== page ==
Charcot-Marie-Tooth disease type 1A with 17p11.2 duplication. Clinical and electrophysiological phenotype study and factors influencing disease severity in 119 cases.Brain. 1997 May; 120 (Pt 5):813-23.B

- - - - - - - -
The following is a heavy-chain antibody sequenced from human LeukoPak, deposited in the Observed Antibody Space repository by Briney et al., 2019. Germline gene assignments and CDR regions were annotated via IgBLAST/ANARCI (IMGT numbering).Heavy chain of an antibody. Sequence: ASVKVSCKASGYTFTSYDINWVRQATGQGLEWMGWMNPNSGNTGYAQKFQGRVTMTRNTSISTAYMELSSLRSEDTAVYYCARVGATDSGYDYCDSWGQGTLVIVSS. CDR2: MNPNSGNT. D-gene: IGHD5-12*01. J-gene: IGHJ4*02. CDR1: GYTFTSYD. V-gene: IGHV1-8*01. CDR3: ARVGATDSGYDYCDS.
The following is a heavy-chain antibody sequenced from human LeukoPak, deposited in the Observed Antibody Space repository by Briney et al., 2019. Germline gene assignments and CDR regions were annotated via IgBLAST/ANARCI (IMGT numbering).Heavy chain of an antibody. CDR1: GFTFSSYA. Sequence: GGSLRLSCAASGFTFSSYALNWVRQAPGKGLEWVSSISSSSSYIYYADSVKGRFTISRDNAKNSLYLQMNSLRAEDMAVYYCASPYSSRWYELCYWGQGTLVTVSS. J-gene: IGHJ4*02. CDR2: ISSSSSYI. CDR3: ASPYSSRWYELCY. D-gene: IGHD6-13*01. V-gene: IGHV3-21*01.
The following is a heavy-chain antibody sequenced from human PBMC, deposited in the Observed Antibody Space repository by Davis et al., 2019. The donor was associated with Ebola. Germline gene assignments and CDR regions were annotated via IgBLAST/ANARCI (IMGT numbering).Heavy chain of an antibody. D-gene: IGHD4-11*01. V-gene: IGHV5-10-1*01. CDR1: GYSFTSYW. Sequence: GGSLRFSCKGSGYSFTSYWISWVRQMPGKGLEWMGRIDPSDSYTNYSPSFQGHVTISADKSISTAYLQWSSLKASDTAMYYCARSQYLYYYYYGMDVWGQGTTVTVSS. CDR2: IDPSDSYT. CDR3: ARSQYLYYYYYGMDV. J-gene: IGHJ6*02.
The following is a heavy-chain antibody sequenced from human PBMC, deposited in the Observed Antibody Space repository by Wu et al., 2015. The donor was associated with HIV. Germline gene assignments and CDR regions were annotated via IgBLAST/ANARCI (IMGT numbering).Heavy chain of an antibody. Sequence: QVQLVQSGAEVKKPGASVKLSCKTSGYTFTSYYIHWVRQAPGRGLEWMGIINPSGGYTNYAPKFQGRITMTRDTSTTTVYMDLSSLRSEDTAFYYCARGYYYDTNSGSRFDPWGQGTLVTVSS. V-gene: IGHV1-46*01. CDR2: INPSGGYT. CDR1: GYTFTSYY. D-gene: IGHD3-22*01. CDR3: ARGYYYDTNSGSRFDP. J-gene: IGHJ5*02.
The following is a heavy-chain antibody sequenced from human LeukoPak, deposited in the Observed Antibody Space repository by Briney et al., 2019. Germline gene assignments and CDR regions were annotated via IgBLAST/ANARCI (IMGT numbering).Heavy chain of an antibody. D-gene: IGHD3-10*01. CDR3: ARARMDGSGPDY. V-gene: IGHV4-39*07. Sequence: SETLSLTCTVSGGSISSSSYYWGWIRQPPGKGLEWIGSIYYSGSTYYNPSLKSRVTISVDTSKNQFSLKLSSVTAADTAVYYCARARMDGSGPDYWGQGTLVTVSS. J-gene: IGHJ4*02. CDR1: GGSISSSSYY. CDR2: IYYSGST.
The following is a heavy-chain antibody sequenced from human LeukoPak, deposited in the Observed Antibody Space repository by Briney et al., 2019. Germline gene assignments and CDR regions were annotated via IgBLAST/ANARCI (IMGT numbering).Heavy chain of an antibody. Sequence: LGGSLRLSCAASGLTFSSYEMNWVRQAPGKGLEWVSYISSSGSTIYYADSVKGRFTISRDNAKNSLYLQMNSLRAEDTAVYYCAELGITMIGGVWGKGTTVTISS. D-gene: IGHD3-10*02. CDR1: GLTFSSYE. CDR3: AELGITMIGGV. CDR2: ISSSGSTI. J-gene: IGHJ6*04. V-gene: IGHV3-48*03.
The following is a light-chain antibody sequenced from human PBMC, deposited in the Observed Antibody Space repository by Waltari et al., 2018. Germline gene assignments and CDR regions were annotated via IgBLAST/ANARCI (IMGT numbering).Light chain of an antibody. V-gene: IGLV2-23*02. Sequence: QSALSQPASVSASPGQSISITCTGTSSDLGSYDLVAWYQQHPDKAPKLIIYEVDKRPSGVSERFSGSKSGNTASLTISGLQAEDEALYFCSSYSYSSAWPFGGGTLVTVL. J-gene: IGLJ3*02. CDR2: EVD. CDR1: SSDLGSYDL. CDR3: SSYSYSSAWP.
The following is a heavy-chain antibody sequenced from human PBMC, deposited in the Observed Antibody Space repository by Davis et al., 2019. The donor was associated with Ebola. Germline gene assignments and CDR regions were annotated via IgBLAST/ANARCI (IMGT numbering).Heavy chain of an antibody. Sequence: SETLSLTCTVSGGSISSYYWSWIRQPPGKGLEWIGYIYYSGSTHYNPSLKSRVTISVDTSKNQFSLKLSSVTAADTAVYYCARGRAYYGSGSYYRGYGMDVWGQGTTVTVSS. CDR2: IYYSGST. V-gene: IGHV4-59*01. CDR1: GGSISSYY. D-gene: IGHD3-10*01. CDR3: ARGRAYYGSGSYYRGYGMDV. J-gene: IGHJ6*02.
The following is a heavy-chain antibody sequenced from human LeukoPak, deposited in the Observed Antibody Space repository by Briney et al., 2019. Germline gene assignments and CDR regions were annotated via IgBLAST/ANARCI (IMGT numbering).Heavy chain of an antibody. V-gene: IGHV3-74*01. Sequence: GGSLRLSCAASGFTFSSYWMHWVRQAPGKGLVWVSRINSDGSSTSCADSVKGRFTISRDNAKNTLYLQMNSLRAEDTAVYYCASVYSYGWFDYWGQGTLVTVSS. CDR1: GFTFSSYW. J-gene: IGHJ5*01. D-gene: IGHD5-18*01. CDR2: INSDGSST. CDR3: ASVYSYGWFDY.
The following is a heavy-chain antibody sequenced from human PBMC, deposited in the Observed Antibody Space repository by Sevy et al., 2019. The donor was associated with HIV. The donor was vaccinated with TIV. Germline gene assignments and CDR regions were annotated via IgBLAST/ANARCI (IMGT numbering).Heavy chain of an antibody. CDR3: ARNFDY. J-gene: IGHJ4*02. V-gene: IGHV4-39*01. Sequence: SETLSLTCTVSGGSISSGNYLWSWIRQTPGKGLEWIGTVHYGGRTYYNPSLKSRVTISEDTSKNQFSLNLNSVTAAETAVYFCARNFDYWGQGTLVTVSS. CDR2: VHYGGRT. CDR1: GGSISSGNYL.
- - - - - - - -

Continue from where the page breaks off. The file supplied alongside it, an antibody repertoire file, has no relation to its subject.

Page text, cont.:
A clinical and electrophysiological study was performed in 119 Type 1A Charcot-Marie-Tooth disease (CMT1A) patients with proven 17p11.2 duplication. Onset of the first functional manifestations was in the first decade in 50% of cases and before the age of 20 years in 70% of cases. The predominant clinical signs were muscle weakness and wasting in the lower limbs. None of the patients was normal on clinical examination and all presented at least pes cavus or ankle jerk areflexia. Motor nerve conduction velocity (MNCV) was uniformly reduced in all nerves, and was < or = 33 m/s in the median nerve for all patients. Sensory potentials were abnormal in all cases, even where there was no clinical sensory loss. Needle electromyography recruitment was reduced in distal muscles for all patients. MNCV slowing was fully consistent with the presence of duplication even in clinically asymptomatic individuals or in children, confirming the complete electrophysiological penetrance of 17p11.2 duplication and making median nerve MNCV a reliable tool for screening affected at-risk individuals. Functional disability was mild. Ninety-six percent of patients were autonomous; 25% were asymptomatic and diagnosed by systematic family investigation especially on the basis of median nerve MNCV reduction. Early age at onset and greatly reduced median nerve MNCV were predictive of a more severe disease course; the earlier the onset the more reduced the median nerve MNCV and the higher the functional disability tended to be after an equivalent disease duration. Cross-sectional analysis of neurological deficit, functional deficit and MNCV according to disease duration showed that, regardless of age at onset, CMT1A disease with 17p11.2 duplication is a clinically progressive disorder. Neurological deficit and functional disability increased, whereas median nerve MNCV and compound muscle action potential (CMAP) amplitude did not change with disease course. Intrafamilial phenotype variation between parents and children and between siblings was studied in large families. Functional disability and neurological deficit differed widely and the highest range of median nerve MNCV within a family reached 23 m/s. Clinical and electrophysiological data were compared with those of CMT1B patients with peripheral myelin P0 protein point mutation. CMT1A patients were found to be more severely affected with more prolonged distal motor latency and more reduced CMAP amplitude, whereas MNCV did not significantly differ, indicating that peripheral myelin P0 protein point mutation is not always associated with a severe phenotype. The same genetic defect (17p11.2 duplication) results in variable expression within the phenotype, even in siblings with variations in age at onset, clinical severity and MNCV slowing. This phenotypic variation could be due to additional genetic factors related to peripheral myelin protein 22 expression as well as to other endogenous or environmental factors.